Putting a Price Tag on Deforestation

The rainforest of Borneo–one of our planet’s oldest–is home to diverse species found nowhere else. These unique animals include the world’s smallest elephant, about as high as a human being, and the Bornean orangutan. In fact, Borneo is one of two remaining places in the entire world where orangutans may still be found.

Borneo is also one of the world’s most productive producers of palm oil: 85% of the world’s palm oil is produced by either Indonesia or Malaysia, two of the three nations that share Borneo. More than 5,400 mi2–an area roughly the size of Connecticut–of forest are cut down each year in Malaysian Borneo. Industrial oil palm plantations are responsible for nearly half of the deforestation.

Must the dueling interests of conservation and economy here be so oppositional?

Over the past five years, EcoHealth Alliance scientists have undertaken a major study of land-use change on the island of Borneo, mostly  in Sabah, Malaysia. We call it Infectious Disease Emergence and Economics of Altered Landscapes (IDEEAL) and we’ve just published a full report containing our findings.

Converting natural land for human use has consequences more far-reaching than just the loss of forest. Ecosystem services–things forests provide like water filtration and carbon sequestration or food sources and shelter–disappear and humans must fabricate systems in order to replace them.

Land-use change also has a strong link with disease emergence. When we tear down a forest that serves as the home to an entire ecosystem of animals to, for instance, build a new road, suddenly humans are coming into increasingly regular contact with those animals. And what about the viruses which we may be able to share back and forth? The emergence of diseases like HIV/AIDS, Zika virus, Ebola, and leptospirosis can be linked to land-use change, in fact, nearly one-in-three outbreaks of new and emerging diseases worldwide can be traced back to land-use change in this way.

All of these consequences have costs. Human cost, for sure, and literal monetary costs as well. But calculating that cost is not necessarily straightforward. While the economic benefit of expanded industry is obvious, how can we be certain it outweighs the unintended cost of the land alteration it requires?

The Cost of Deforestation

Through five years of study, EcoHealth Alliance’s scientists concluded that current rates of land conversion in Borneo far exceed the optimal rate for healthy growth, ultimately costing Malaysia $21 million each year.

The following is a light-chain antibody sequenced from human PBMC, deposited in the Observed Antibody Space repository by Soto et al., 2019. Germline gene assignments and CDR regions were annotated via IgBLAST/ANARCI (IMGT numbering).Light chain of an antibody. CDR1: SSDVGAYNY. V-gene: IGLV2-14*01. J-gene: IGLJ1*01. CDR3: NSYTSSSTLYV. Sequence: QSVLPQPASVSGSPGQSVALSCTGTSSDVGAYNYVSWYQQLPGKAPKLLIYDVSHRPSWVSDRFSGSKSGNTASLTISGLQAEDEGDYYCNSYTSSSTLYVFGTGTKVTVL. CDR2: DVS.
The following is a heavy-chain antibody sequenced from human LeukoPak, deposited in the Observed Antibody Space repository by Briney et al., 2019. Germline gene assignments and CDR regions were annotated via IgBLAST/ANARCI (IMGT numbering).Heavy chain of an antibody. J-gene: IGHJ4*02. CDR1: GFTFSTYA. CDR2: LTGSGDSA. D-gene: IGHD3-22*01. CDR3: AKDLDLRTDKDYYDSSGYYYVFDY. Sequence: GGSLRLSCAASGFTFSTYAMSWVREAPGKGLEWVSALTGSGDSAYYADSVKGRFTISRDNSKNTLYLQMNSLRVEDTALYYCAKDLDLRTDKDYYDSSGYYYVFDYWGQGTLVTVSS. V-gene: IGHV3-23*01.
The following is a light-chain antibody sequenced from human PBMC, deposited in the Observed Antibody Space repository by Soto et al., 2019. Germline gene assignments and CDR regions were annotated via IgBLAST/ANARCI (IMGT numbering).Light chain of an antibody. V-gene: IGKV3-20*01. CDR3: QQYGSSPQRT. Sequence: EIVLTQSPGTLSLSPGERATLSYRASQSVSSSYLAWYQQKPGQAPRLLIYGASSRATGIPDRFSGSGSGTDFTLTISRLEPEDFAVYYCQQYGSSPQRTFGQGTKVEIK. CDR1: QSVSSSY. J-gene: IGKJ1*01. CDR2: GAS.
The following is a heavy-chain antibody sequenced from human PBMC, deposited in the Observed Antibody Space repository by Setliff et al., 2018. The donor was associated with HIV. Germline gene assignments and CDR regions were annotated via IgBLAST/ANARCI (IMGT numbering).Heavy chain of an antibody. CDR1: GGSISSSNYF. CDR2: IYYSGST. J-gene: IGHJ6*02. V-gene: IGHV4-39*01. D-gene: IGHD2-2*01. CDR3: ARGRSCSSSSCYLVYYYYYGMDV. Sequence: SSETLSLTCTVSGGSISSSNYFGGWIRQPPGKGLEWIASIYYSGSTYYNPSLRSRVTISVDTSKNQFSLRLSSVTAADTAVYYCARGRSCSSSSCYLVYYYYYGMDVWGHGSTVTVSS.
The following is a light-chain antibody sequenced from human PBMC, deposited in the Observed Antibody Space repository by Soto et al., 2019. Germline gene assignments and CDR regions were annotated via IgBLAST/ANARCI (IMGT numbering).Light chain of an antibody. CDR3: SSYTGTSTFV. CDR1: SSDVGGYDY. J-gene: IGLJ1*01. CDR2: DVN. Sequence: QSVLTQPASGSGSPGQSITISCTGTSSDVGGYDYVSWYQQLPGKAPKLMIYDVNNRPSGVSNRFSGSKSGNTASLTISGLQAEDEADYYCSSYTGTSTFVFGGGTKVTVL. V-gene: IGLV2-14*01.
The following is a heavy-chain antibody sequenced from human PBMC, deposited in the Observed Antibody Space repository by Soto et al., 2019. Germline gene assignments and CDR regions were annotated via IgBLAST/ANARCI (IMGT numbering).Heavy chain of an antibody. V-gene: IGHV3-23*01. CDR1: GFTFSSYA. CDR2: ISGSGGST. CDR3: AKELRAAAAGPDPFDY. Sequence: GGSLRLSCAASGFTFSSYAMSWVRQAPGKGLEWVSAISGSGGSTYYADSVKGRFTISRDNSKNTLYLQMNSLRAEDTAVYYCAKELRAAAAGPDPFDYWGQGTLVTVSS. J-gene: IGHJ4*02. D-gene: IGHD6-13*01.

Deforestation in Malaysia
Deforestation in Malaysia

So make our results readily visible, we built an app that allows a user to integrate several variables including total expenditure on disease prevention and control or crude palm oil yield per hectare to determine both the private and social optimal percentage of land converted for palm oil production.

Our scientists also produced more detailed models which show trends both in disease emergence and land-use change which local and regional decision-makers can use to determine what land is most valuable for conservation and preservation.

Local Ties

Throughout the five-year IDEEAL project, our scientists partnered with researchers from the Universiti of Malaysia Sabah. The exchange of ideas and local capacity building has been an invaluable part not only of our project’s success, but also of its ability to influence positive change in a sustainable way.

As a part of our partnership, EcoHealth Alliance helped found the Development and Health Research Unit (DHRU) at the Universiti of Malaysia Sabah which functions as a center for research and education on the connection between human health, land-use change, and economics.

The DHRU has become an integral part of conservation efforts locally, helping to rescue and rehabilitate animals like the Bornean orangutan, one of the most critically endangered species in the world.

Related: Saving Tiger the Orangutan

At its current pace of deforestation, most of the lowland rainforest outside currently protected areas in Borneo could disappear by 2020. It’s a bleak picture. But at EcoHealth Alliance we believe that by providing decision-makers including government officials and industry heads with the context they need to make scientifically sound and sustainable decisions, we can avoid the worst outcome. By demonstrating a clear connection between forest loss and the risk of disease spread, we show that conservation is the healthy choice. By calculating the true cost of deforestation, we provide decision-makers with a strong economic tool to implement effective environmental and public health policies.

Should deforestation continue at its current rate, net present value loss between 2015 and 2030 throughout Southeast Asia will exceed $4.3 trillion. That’s hard to argue with.

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